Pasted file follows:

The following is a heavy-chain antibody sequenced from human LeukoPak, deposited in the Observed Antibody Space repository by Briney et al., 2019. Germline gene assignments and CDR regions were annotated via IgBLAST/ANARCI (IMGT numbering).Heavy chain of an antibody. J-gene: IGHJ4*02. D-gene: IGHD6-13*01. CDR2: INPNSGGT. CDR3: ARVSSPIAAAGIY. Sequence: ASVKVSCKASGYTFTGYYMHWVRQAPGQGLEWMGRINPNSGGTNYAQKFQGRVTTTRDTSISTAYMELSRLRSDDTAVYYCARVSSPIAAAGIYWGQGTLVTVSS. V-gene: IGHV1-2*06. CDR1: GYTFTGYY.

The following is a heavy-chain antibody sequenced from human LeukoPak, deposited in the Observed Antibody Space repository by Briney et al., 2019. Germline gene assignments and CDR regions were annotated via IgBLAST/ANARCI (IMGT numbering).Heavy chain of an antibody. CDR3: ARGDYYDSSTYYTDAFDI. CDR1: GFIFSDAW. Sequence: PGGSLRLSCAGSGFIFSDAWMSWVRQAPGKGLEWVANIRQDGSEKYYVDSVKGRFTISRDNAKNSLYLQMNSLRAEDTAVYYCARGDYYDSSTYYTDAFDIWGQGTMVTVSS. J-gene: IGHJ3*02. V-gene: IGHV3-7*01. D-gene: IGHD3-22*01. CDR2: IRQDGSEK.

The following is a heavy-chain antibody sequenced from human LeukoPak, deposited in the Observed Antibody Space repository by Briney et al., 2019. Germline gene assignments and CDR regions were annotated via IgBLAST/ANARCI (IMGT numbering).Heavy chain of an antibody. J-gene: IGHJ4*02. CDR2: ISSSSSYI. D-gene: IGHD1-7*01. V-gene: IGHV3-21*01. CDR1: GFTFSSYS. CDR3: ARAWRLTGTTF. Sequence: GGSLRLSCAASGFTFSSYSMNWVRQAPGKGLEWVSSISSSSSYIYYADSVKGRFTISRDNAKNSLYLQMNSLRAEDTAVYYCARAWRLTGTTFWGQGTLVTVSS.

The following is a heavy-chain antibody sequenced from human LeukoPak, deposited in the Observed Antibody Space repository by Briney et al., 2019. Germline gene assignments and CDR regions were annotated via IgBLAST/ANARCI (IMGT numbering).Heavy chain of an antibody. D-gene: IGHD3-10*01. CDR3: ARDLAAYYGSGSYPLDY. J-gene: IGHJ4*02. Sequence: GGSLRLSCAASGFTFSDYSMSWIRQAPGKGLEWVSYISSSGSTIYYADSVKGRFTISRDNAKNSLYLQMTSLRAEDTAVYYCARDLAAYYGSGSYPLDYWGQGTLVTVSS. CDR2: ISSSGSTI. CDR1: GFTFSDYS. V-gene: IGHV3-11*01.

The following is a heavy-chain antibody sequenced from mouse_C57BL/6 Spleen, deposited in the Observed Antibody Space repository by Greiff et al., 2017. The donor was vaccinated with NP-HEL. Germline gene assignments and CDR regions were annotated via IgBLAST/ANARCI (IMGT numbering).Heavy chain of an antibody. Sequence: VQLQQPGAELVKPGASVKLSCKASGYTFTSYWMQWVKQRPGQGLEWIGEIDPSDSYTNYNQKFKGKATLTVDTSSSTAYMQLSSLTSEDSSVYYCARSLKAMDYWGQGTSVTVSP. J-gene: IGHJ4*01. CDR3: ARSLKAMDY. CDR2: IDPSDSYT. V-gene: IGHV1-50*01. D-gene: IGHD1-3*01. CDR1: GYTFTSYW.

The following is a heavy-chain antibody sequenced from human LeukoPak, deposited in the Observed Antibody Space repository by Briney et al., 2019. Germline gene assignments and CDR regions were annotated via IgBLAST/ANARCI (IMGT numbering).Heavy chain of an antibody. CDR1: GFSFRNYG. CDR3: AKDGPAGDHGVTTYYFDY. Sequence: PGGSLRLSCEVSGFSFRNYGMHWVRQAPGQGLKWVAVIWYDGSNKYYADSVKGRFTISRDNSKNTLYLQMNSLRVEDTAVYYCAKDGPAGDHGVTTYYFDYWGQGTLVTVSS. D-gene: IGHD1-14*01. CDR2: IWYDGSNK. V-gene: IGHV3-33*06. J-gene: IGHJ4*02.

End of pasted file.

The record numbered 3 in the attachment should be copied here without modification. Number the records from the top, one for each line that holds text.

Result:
The following is a heavy-chain antibody sequenced from human LeukoPak, deposited in the Observed Antibody Space repository by Briney et al., 2019. Germline gene assignments and CDR regions were annotated via IgBLAST/ANARCI (IMGT numbering).Heavy chain of an antibody. J-gene: IGHJ4*02. CDR2: ISSSSSYI. D-gene: IGHD1-7*01. V-gene: IGHV3-21*01. CDR1: GFTFSSYS. CDR3: ARAWRLTGTTF. Sequence: GGSLRLSCAASGFTFSSYSMNWVRQAPGKGLEWVSSISSSSSYIYYADSVKGRFTISRDNAKNSLYLQMNSLRAEDTAVYYCARAWRLTGTTFWGQGTLVTVSS.